Here’s an amazing fact: according to a recent poll, only 11 percent of organizations have an instant messaging security system in place. It’s amazing because almost all of these organizations have an anti-virus system in place for their e-mail and probably have stringent security policies to go with it. Yet they seem to be ignoring IM.
That’s pretty strange, since IMs are just as potent a transmission vector as emails for viruses, worms and pretty much any malware you care to mention. In 2004 there were around 21 threats such as Trojans and worms that used IM as an attack vector, while this increased to over 300 last year. Seems like malware writers are increasingly realizing that the nearly 12 billion IMs IDC Research estimates are sent every day offer easy pickings compared to relatively well protected e-mail systems.
It’s not as if organizations have nowhere to turn to. For the last few years three key companies, Akonix, FaceTime and IMLogic – and other smaller ones besides - have been offering IM security systems. All three companies offer systems which are broadly similar in terms of providing products which allow administrators to discover when public IM systems are being used and by whom, securing their use, and archiving IM sessions for regulatory compliance. All in all, you could say it’s a pretty mature market niche in terms of product functionality.
But the big question is really whether it is really a standalone niche at all. Is there, in other words, a need for separate IM security and management products, or should they be subsumed into e-mail security products to become a part of a communications security suite?
Symantec clearly believes the latter: at the beginning of January the company purchased IMlogic for a sum believed to be around the $70 million mark. It is not hard to see the logic of the deal, and we should expect to see Symantec security products with IMlogic’s IM security and archiving features tightly integrated in twelve to eighteen months months.
So what chance Akonix and FaceTime get acquired too? “We think they will lose their independence,” says Peter Firstbrook, a research director at analyst Gartner. “Most companies don’t want different products for e-mail and IM, they just think of messaging or communications, which could end up including SMS, VoIP and webmail as well,” he says. There are no end of security vendors such as IronPort and CipherTrust who would be interested in gobbling them up, he says.
Don Montgomery, a marketing vice president at Akonix, agrees. “We think there is still two to three years of solid growth and independence for ourselves and FaceTime but we are obviously logical candidates for consolidation. IMlogic needed to be bought as they had reached the end of their cash and still weren’t making money, but we think we will be worth much more than $70 million in the next few years.”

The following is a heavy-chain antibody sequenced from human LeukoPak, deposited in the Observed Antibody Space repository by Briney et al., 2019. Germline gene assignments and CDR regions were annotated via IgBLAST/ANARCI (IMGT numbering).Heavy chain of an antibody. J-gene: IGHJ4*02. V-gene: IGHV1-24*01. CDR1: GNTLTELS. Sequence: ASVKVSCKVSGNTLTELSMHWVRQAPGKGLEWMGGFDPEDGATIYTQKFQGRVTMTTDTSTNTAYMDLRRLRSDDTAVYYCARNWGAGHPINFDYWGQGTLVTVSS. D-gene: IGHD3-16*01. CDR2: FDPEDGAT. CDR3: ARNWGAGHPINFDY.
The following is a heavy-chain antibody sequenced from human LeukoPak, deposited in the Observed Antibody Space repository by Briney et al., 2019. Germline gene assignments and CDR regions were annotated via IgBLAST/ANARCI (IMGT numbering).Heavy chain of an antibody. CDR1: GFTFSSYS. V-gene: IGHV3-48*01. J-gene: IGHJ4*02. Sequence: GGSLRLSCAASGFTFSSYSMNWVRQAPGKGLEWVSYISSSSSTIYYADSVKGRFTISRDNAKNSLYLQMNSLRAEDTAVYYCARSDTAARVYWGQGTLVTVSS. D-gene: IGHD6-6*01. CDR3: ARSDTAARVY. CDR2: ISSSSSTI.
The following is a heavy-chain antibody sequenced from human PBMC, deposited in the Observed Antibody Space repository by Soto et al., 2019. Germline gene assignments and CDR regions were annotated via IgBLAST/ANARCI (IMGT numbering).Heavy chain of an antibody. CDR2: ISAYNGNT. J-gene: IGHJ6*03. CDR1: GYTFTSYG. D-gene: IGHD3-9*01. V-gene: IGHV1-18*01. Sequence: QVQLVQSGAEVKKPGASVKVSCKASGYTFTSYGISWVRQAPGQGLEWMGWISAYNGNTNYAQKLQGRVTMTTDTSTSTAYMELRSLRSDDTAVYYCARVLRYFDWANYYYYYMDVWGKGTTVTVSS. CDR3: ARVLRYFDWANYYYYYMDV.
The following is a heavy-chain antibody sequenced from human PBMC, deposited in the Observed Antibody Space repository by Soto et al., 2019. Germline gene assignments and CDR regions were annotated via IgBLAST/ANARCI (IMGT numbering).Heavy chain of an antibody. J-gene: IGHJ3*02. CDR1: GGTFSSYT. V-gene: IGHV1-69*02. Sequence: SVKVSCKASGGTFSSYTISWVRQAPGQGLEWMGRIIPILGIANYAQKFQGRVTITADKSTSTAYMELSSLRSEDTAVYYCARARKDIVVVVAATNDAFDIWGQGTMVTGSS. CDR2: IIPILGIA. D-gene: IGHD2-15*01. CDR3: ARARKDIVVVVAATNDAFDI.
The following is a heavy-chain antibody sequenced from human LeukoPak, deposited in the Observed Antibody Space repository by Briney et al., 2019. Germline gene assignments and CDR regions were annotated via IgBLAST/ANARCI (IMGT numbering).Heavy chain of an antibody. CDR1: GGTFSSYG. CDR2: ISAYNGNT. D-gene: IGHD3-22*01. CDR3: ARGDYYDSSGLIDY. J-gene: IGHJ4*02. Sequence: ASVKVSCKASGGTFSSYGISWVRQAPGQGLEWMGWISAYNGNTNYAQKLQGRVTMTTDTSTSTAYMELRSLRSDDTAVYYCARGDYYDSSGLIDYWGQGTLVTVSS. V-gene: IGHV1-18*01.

Interesting stuff. Because on the one hand, $70 million seems quite a lot to pay for a company which, according to Montgomery at least, wasn’t turning a profit. Other security vendors must be thinking that rather than fork out a similar number of their hard earned greenbacks - or even more - for FaceTime or Akonix, they could probably build their own IM security software for a lot less. And since the total market penetration for these products is only just into double figures, there is still a lot to play for. On the other hand, if the market is going to expand rapidly in the near future – and all it would take is a big IM-borne equivalent of the I Love You, Melissa or Nimda worm or two – then Akonix and FaceTime may soon be worth a lot more, so the time to acquire either of these two companies is sooner rather than later.
And why is this important? Because if you are serious about security then you need IM protection. But should you wait for your e-mail security vendor to include it as part of its current offering, or do you buy Akonix’s or FaceTime’s (or even IMlogic’s) products in the knowledge that they will probably not be around in their current form for much longer? Firstbrook recommends making a tactical investment even though in a few years you’ll probably have to buy something else.
Ultimately IM security is probably not something you should want to be without. The signs are there that a major IM-borne worm will affect you sooner or later if you don’t take security measures, and the time to protect yourself is before, rather than after the fact. There is a great deal of uncertainty in the market at the moment about who will be the major players in the coming years, but don’t use that as an excuse to leave your organization wide open to attack.